Roughly 70% of MSEs consider support services like business, finance, digital and human training important for their business growth. MSEs are clearly eager to access such support for their business. Nevertheless, there remains a sizeable gap in access to this support, with two-thirds of businesses not accessing any such services in the past 12 months.

  • Indonesian MSEs are positive towards digital tools, but this doesn’t mean they use them well

    With two-thirds of businesses using digital tools such as mobile wallets and e-commerce platforms, MSEs seem to be fans of digitalisation. Businesses display both confidence and eagerness to use more digital tools, with 7 in 10 MSEs saying they are confident in their ability to utilize digital tools to enhance their operations. Yet this confidence does not seem to equate to proficiency. 64% of MSEs say they don’t know which digital tools/services are right for thei businesses.

  • Lack of digital skills is the main barrier to digitalisation

    It wasn’t surprising to see that a lack of digital literacy skills was the top reported barrier to improving business operations. More than half of MSEs we spoke to say they don’t have the requisite digital skills to use digital tools. This inconsistency between confidence and lack of practical skills could indicate a low awareness of how digital tools can be used in their businesses.

  • Whilst not exactly upbeat, Indonesian MSEs are at least mildly optimistic

    Two thirds of businesses expect moderate growth in the next 12 months. This aligns with 3 in 5 MSEs expecting revenue increases and 62% expecting an increase in customers.

  • The primary challenge to MSEs seems to be internal rather than external forces

    59% of businesses cite a lack of marketing knowledge as their biggest challenge in the next 12 months. Further access to inputs that MSEs lack include supply chain disruptions (29%) and access to capital (20%).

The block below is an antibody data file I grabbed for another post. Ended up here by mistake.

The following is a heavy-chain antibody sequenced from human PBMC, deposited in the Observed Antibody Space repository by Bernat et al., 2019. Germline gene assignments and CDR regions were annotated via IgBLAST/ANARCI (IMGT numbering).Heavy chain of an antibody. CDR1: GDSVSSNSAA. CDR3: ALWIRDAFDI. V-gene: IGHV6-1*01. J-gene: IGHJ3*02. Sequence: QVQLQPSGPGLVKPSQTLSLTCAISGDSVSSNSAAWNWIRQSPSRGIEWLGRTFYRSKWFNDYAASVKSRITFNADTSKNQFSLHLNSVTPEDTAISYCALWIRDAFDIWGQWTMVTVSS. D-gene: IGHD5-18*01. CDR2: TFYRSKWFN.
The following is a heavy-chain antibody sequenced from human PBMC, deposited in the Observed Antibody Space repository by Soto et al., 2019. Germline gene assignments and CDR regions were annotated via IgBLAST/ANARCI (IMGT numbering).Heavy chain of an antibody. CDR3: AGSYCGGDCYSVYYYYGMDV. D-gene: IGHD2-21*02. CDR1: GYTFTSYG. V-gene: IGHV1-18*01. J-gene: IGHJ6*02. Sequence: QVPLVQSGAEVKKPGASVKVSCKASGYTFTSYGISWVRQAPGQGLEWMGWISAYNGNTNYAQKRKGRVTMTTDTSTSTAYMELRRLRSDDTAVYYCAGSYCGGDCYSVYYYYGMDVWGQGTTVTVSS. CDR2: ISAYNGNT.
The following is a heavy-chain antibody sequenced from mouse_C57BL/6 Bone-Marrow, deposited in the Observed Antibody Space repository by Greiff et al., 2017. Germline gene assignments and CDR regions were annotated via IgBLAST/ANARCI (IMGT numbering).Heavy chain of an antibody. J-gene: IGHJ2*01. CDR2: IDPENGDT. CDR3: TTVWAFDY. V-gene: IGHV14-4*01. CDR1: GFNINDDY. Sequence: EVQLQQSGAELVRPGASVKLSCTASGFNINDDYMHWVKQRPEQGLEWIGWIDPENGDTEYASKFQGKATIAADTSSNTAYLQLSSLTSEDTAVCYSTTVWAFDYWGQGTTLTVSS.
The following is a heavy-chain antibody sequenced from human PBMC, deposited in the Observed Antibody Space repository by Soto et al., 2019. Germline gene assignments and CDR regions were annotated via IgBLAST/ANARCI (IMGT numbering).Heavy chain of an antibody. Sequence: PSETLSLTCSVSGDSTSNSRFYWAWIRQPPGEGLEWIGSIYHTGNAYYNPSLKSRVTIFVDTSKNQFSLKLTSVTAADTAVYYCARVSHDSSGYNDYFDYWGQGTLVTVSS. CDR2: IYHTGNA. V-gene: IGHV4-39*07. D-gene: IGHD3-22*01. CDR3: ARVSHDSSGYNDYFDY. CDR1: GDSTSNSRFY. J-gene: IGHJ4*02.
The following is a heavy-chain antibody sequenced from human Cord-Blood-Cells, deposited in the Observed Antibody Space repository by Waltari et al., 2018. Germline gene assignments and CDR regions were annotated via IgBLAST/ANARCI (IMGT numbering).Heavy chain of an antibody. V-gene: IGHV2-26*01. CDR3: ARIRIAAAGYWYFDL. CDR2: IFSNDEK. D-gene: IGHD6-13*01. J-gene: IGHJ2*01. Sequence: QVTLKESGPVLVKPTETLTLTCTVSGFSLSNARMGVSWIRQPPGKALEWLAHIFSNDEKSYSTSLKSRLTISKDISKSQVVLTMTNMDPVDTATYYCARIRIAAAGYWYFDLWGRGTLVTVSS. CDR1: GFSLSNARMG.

Who did we listen to?

The data found within the report is from 60 Decibels conducting phone interviews with owners, senior executives, directors, or managers of 835 Indonesian micro and small enterprises from November 2023 to January 2024. The businesses that participated are dispersed across location, size, sector, tenure, and gender of business owners.

  • Business Location: Businesses are mostly located in West Java (30%), East Java (24%) and Central Java (23%).
  • Business Ownership: Nearly nine out of ten MSEs own their respective businesses, reflecting a strong culture of entrepreneurship and independent enterprise ownership.
  • Business Size: 95% of respondents are classified as microenterprises, with one to four employees; 5% are small enterprises, with 5 to 19 employees. Notably, 57% of micro enterprises operate as solo entrepreneurs.
  • Business Tenure: A majority of businesses (81%) have been in operation for more than two years.
  • Business Leadership by Gender: 50% of MSEs are run by women, 35% are run by men, and 15% are run jointly.
  • Business Sector: For this report, we focused on sectors of interest to the Strive Indonesia program. 62% of MSEs are in the food and beverage sector, 27% are in fashion, and 13% are in the craft sector. 26% of businesses are in the tourism value chain i.e. they sell mostly to tourists or on a tourist site.
  • Business Model: 70% of businesses sell their products/services through physical stores; 30% use both physical stores and online platforms to sell their products. Less than 1% are fully online.
  • Annual Revenue: 66% of MSEs report annual revenues above 25 million Indonesian Rupiah, while 17% generated between 12.5 and 25 million Indonesian Rupiah, and 15% report revenues below 12.5 million.

Let's talk

We help you understand your social performance by listening to your customers, suppliers, employees, or beneficiaries.
Get in touch

Latest Insights

Quirky, informative, and a little bit nerdy - sign up for The Volume

Priority access to our favorite monthly finds, alongside 11,361 other data geeks

By signing up to the 60 Decibels mailing list, you consent to your data being collected and stored in line with our privacy policy